The latest fad for countries who quarrel with the U.S. is for their leaders to pen op-eds in American newspapers. After Vladimir Putin urged President Obama not to attack Syria in the NY Times, new Iranian President Hassan Rouhani made his case for dialogue and diplomacy in the Washington Post this week.
Rather than a sincere appeal for mutual understanding, however, this op-ed is merely rhetoric.
It's clear President Obama has to engage with Iran in order for the U.S. to establish stability in the Middle East. However, reading between the lines of Rouhani’s article gives insight into what engagement Tehran would like to see take place.
Here are some excerpts:
“A constructive approach to diplomacy doesn’t mean relinquishing one’s rights. It means engaging with one’s counterparts, on the basis of equal footing and mutual respect, to address shared concerns and achieve shared objectives.”
“battles in Iraq, Afghanistan and Syria are over the nature of those countries’ identities and their consequent roles in our region and the world.”
"… nuclear power ... is about who Iranians are as a nation, our demand for dignity and respect and our consequent place in the world. Without comprehending the role of identity, many issues we all face will remain unresolved."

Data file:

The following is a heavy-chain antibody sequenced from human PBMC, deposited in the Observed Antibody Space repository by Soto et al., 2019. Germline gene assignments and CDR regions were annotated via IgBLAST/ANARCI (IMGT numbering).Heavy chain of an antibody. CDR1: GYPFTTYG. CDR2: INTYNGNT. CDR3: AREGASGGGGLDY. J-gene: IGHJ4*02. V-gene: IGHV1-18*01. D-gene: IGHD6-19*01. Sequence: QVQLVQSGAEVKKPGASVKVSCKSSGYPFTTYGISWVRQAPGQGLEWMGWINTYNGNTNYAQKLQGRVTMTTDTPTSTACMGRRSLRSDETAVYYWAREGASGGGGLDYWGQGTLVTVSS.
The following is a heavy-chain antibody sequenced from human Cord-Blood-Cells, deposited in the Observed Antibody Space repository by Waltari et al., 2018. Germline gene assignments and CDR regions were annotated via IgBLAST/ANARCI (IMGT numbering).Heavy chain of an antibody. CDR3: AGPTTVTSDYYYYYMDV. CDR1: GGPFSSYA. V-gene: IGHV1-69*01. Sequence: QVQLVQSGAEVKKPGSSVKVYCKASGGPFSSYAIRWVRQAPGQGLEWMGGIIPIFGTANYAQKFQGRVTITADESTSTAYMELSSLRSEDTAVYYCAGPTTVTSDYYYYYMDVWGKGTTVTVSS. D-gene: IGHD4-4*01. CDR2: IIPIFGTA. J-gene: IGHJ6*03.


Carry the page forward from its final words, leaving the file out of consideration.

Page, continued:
“... we must join hands to constructively work toward national dialogue, whether in Syria or Bahrain ..."
“I announce my government’s readiness to help facilitate dialogue between the Syrian government and the opposition.”
“What all sides don’t want in relation to our nuclear file is clear. The same dynamic is evident in the rival approaches to Syria. This approach can be useful for efforts to prevent cold conflicts from turning hot.”
These quotes demonstrate a regime now feeling more confident than it was a few years ago; no longer a regime fearing air strikes, but one recognizing its huge influence in the region and seeing the U.S. more reluctant to intervene. Iran regards itself to be a power to be engaged with at the negotiating table over future events in the region.
Yet, despite saying that it wants to be a negotiating party in the Syrian crisis, Iran’s Islamic Revolutionary Guard is actively arming and training Assad’s forces. It was Iran who gave the Assad regime the blueprint for crushing the uprising, after having crushed its own 2009 Green movement.
President Rouhani talks of recognizing the plurality of identities throughout the Middle East, yet in Bahrain, his regime usurps these ethnic grievances towards Iran’s own regional interests. Bahrain is comprised of Shite Muslims (70%) but ruled by a Sunni minority. Iran has the influential capacity to ferment unrest, putting this U.S.-friendly regime (housing the U.S.’s fifth naval fleet) into jeopardy.
Thus, Rouhani's op-ed is not so much an appeal that his regime wishes to be engaged with, but a strong suggestion that President Obama should engage with him due to Iran's weight and influence in the region.